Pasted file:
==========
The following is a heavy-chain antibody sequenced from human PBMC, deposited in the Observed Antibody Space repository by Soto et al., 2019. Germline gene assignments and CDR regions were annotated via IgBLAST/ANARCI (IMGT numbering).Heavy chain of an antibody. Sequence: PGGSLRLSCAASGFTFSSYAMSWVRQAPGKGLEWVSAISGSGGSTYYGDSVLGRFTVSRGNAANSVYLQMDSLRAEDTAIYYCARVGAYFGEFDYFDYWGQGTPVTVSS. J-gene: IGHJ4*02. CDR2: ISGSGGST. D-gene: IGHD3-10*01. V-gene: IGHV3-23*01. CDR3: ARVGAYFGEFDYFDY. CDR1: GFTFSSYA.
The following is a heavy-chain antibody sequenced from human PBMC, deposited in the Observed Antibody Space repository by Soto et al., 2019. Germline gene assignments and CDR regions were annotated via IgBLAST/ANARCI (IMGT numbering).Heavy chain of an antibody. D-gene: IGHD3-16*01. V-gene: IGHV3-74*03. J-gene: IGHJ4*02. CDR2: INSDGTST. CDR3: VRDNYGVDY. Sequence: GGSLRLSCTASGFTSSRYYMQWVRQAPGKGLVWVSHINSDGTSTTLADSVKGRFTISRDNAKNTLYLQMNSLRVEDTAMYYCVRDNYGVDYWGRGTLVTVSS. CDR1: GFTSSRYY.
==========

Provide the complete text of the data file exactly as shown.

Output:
The following is a heavy-chain antibody sequenced from human PBMC, deposited in the Observed Antibody Space repository by Soto et al., 2019. Germline gene assignments and CDR regions were annotated via IgBLAST/ANARCI (IMGT numbering).Heavy chain of an antibody. Sequence: PGGSLRLSCAASGFTFSSYAMSWVRQAPGKGLEWVSAISGSGGSTYYGDSVLGRFTVSRGNAANSVYLQMDSLRAEDTAIYYCARVGAYFGEFDYFDYWGQGTPVTVSS. J-gene: IGHJ4*02. CDR2: ISGSGGST. D-gene: IGHD3-10*01. V-gene: IGHV3-23*01. CDR3: ARVGAYFGEFDYFDY. CDR1: GFTFSSYA.
The following is a heavy-chain antibody sequenced from human PBMC, deposited in the Observed Antibody Space repository by Soto et al., 2019. Germline gene assignments and CDR regions were annotated via IgBLAST/ANARCI (IMGT numbering).Heavy chain of an antibody. D-gene: IGHD3-16*01. V-gene: IGHV3-74*03. J-gene: IGHJ4*02. CDR2: INSDGTST. CDR3: VRDNYGVDY. Sequence: GGSLRLSCTASGFTSSRYYMQWVRQAPGKGLVWVSHINSDGTSTTLADSVKGRFTISRDNAKNTLYLQMNSLRVEDTAMYYCVRDNYGVDYWGRGTLVTVSS. CDR1: GFTSSRYY.